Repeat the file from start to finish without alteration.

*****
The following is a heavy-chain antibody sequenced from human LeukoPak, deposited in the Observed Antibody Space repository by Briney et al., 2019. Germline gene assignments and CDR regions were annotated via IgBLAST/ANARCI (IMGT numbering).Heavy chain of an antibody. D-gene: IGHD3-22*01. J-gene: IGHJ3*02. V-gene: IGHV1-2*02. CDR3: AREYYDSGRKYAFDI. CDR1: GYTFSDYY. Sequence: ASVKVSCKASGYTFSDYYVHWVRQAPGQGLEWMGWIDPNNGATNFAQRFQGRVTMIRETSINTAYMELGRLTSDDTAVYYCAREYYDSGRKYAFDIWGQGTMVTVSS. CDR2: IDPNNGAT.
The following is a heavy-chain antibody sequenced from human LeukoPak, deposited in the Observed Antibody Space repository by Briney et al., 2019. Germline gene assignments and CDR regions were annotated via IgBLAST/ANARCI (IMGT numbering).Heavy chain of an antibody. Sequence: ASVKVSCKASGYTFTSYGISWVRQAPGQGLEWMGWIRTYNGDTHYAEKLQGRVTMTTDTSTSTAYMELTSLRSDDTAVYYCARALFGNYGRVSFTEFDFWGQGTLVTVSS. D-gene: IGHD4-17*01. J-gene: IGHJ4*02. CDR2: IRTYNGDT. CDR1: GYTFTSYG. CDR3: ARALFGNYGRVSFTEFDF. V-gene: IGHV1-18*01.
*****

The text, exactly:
The following is a heavy-chain antibody sequenced from human LeukoPak, deposited in the Observed Antibody Space repository by Briney et al., 2019. Germline gene assignments and CDR regions were annotated via IgBLAST/ANARCI (IMGT numbering).Heavy chain of an antibody. D-gene: IGHD3-22*01. J-gene: IGHJ3*02. V-gene: IGHV1-2*02. CDR3: AREYYDSGRKYAFDI. CDR1: GYTFSDYY. Sequence: ASVKVSCKASGYTFSDYYVHWVRQAPGQGLEWMGWIDPNNGATNFAQRFQGRVTMIRETSINTAYMELGRLTSDDTAVYYCAREYYDSGRKYAFDIWGQGTMVTVSS. CDR2: IDPNNGAT.
The following is a heavy-chain antibody sequenced from human LeukoPak, deposited in the Observed Antibody Space repository by Briney et al., 2019. Germline gene assignments and CDR regions were annotated via IgBLAST/ANARCI (IMGT numbering).Heavy chain of an antibody. Sequence: ASVKVSCKASGYTFTSYGISWVRQAPGQGLEWMGWIRTYNGDTHYAEKLQGRVTMTTDTSTSTAYMELTSLRSDDTAVYYCARALFGNYGRVSFTEFDFWGQGTLVTVSS. D-gene: IGHD4-17*01. J-gene: IGHJ4*02. CDR2: IRTYNGDT. CDR1: GYTFTSYG. CDR3: ARALFGNYGRVSFTEFDF. V-gene: IGHV1-18*01.